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“There’s Plenty of Room at the Bottom“, ~ Richard Feynman (referring to NanoTechnology).
There are huge life scales in our world with which we are not acquainted to. While some prefer to wonder about “alien life” on movie theaters simultaneously eating popcorn, right here at Planet Earth, some lakes and rivers are full of them. What you see above is a tiny water flea ‘Crown Thorns‘ photographed by zoologist Jan Michels (Christian Albrecht University in Kiel, Germany). It was nominated as the best microscopic life image of 2009, last week, at BioScapes (short for Biological landscapes – a competition sponsored by Olympus in order to recognize microscope photos of plants, animals, and other life-forms that capture the “fascinating minutia of life”).
The snaking ridge at top left took top honors in the 2009 BioScapes microscope imaging contest. If water flea parents sense that their habitat is shared by their main predators, tadpole shrimp, the flea offspring sport these pointy crowns – which are unappetizing to the shrimp. Jan Michels, added a dye to reveal the tiny animal’s exoskeleton (green) and cellular nuclei (blue smudges). The blue-and-red dots are one of the animal’s compound eyes, like those of a fly.
This image, kind of remembers me of another one I used in the past for a series of Artificial Intelligence conferences I have held in the past, during 2004 (Budapest, Hungary), 2005 (Muroran, Japan) and 2006 (Jinan, China) (SIP workshop series – Swarm Intelligence and Patterns). This image below was used as the conference symbol; a termite head scanned trough SEM (Scanning Electron Microscope) taken by University of Toronto, Canada.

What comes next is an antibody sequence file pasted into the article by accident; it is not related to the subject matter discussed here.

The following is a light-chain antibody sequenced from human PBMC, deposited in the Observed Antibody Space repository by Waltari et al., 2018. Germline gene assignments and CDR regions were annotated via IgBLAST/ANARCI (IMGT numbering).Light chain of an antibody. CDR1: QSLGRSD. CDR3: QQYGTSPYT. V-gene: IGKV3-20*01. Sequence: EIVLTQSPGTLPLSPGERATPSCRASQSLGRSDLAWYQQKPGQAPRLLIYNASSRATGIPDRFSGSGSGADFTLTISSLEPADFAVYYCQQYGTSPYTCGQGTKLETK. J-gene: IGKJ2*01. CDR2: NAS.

But probably one of the images I most love at this nano-scale is one of a red ant grabbing a tiny electronic circuit board (microchip) on his mouth (Science Museum, UK). Reason is simple. This image (below) could have several readings. By using SEM, image is formed by focusing an electron beam onto the sample surface. As the beam scans across the surface the sample emits secondary electrons which are then detected and used to modulate the image signal much like a television. More electrons is translated into a brighter image. As the beam scans the surface each point is mapped out just as the electron beam in a television maps the image onto the screen. Here we are able to see all the details of one of natures smallest denizens holding one of mankind’s smallest creations, a silicon microchip (the building blocks of digital electronics).